At first glance, Aarish Ansari does not have the vibe of an athlete. He is tall and lean, a great body structure to be a sportsperson but works a day job at a corporate company to pay his bills. However, give him a football and suddenly you see him transition from an innocuous job-goer to a master who makes the ball dance to his tricks.

Like many a kid, Ansari was interested in football and was good enough to play for his school team at the age of eight. In fact, he wanted to become a professional footballer and was well on his way to becoming one, playing U-12 and U-14 school tournaments while playing for Tuborg FC, a local club.

This is when the dream came crashing down though. “I tore my anterior cruciate ligament and my meniscus on my right knee when I was 16 after a bad tackle by an opposing player,” Ansari told in an exclusive chat. However, he continued playing with a brace on because nothing showed up in an X-ray as ligament tears are not detected.

Read | Winning is not everything in life: Sports psychologist Nanaki J.Chadha

But he quickly realized that something was gravely wrong when the pain became too intense for him to continue. He still wanted to do something with a football though. “I would juggle a football 1000 times with my free leg to while away my time and I met a friend who said who could he do it 1200 times. That was when it became competitive for me,” revealed Ansari.

The experience opened a new world for the college-going youngster- he googled about football freestyle, watched videos and found that it is a different sport altogether. The interest naturally started to take shape and Ansari attended numerous college-fests and participated in their freestyle events.

His network began to develop there as he connected with regulars on the circuit and learnt from the players who were way better than him. “My best friends from the circuit are people I met at these events- I trained with them and copied their skills, all while still studying in college,” he stated.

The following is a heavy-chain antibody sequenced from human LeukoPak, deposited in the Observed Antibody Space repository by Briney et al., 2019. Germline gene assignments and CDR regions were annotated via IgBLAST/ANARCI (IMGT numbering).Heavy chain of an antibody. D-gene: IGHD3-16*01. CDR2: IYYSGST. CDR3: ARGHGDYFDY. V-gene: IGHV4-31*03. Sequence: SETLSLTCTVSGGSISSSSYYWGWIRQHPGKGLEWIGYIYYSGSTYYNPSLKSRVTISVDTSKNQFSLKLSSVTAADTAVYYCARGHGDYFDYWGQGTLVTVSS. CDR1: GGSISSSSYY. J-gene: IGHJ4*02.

The bug had bitten him for good by now and Ansari had no doubt that he wanted to do this rather than study for a fancy degree. “I took up animation- a relatively load-free course and continued to freestyle across three years of college, building my network and doing gigs, where often my payment was just free food.”

He has come a long way since those days though. Ansari currently holds the Guinness World Records for doing the most crossovers in both 30 seconds (72) and a minute (104). “I set the 30-second record in 2016 with 58, then someone broke it when they did 63. So I trained hard and a year later was able to beat it with 72 and at the same time, I also broke the 1-minute record,” he said.

When he started out, Ansari did not have any knowledge of how to go about things, but he does not want youngsters to face the same difficulties. He joined the World Freestyle Football Association (WFFA) as the India leader and was promoted to Asia-Pacific leader last year. He also started his own academy with close friend, Mohnish Nikam to provide a base to kids who want to pursue football or freestyle.

Read | Manuel D’Souza’s rise from the ashes to carve a tale of his own

“The motivation to start it was to spread awareness about this sport and give them guidance and training to enhance their skills and also build the community at the same time. A few of the kids from my academy ended top at the National Freestyling Championships, a competition I started when I joined WFFA,” the 26-year-old proudly stated.

As an employee and freestyler, Ansari gets to enjoy the best of both worlds and the fact that his freestyle skills takes him around India and won him a trip to Old Trafford to see the famous Manchester derby make it worth his while to juggle both professions. Juggling just seems to be the theme of his life.

Feature image courtesy: Aarish Ansari